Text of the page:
The first African woman to win the Nobel Peace Prize, Wangari Maathai, has died aged 71. The groundbreaking environmental activist, renowned for her remarkable tree-planting campaigns, succumbed to cancer.
Tributes to Wangari Maathai have been flowing in from around the world since news of her death broke on Monday.
Maathai's family said she died in hospital late on Sunday following a long battle with ovarian cancer.Maathai was the first African woman to win the prestigious Nobel Peace Prize
The 71-year-old Kenyan dedicated her life to alleviating poverty and improving social conditions – particularly for women – by tackling environmental destruction.
Her tireless advocacy on behalf of Africa's forests, which began with her Green Belt Movement in 1977 and a grand tree-planting campaign, inspired environmental action around the world.
"Wangari Maathai will be remembered as a committed champion of the environment, sustainable development, women's rights, and democracy," said former UN Secretary-General Kofi Annan.
"Her energy and life-long dedication to improve the lives and livelihoods of people will continue to inspire generations of young people around the world."
Against the odds
In 2004, Maathai became the first African woman to win the Nobel Peace Prize for her campaigns.
"You cannot protect the environment unless you empower people, you inform them, and you help them understand that these resources are their own, that they must protect them," Maathai once said.
Her advocacy frequently brought her into conflict with those seeking short-term gain at the expense of the environment, including the government of Kenyan President Daniel arap Moi, who led the country between 1978 and 2002.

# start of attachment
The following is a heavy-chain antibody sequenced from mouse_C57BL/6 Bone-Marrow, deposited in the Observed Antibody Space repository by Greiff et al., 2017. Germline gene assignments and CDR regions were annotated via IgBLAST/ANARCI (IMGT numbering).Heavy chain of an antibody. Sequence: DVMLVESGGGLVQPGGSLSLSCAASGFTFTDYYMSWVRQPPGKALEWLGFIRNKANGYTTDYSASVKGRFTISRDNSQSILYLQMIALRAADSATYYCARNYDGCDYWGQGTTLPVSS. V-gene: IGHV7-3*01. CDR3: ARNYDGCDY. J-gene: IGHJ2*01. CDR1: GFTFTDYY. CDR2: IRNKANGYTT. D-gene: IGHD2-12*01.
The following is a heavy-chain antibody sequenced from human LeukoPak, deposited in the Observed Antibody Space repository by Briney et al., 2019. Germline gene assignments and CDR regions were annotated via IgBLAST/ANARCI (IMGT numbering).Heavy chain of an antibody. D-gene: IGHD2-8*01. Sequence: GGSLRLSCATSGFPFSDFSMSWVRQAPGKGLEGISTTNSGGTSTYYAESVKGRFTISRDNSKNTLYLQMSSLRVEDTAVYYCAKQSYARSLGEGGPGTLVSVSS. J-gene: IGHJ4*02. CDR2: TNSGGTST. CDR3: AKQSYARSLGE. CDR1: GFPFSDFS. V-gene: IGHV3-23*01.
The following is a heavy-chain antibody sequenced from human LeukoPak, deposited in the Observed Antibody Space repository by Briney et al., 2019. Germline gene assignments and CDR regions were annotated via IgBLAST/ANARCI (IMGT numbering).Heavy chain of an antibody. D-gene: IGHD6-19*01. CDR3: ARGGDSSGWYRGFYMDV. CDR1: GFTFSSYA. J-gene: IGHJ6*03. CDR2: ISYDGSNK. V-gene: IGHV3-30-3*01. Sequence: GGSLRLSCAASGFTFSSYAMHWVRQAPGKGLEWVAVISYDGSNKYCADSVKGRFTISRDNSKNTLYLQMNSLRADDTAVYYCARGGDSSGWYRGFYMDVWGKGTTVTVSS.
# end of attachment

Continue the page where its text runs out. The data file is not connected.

In 1989, Maathai's protests forced Moi to abandon plans to erect an office tower in Uhuru Park, an oasis of green that flanks the main highway running through the centre of the capital Nairobi.
But she also paid a physical price for her efforts. In 1999, Maathai was beaten and whipped by guards during a protest against the sale of public land in Karura Forest. She also endured tear gassing and death threats over the course of her career.
Born in the central highlands of Kenya on April 1, 1940, Maathai belonged to a generation of Africans who grew up in an emerging post-colonial world.
She benefitted from education abroad and studied biology in the United States and Germany as well as Kenya. In 1971 she became the first Kenyan woman to obtain a doctorate.
Despite a lifetime of struggling with gender and tribal discrimination, Maathai went on to become assistant minister for the environment in 2003 under President Mwai Kibaki.
Her commitment to tackle deforestation, encapsulated in her Green Belt Movement, led her to call forest clearance a "suicide mission" because of its long-term implications for locals' lives.
"To interfere with them (forests) is to interfere with the rain system, the water system and therefore agriculture, not to mention the other industries dependent on hydro-electricity."
Maathai's movement spread across Africa and has gone on to plant more than 47 million trees to slow deforestation and erosion.
In 2006 she joined the UN Environment Programme (UNEP) to launch a campaign to plant a billion trees worldwide.
UNEP director Achim Steiner described Maathai as a "force of nature."
"While others deployed their power and life force to damage, degrade and extract short term profit from the environment, she used hers to stand in their way," Steiner said in a statement.
Maathai is survived by three children and a grandchild.
Author: Nathan Witkop (Reuters, AFP)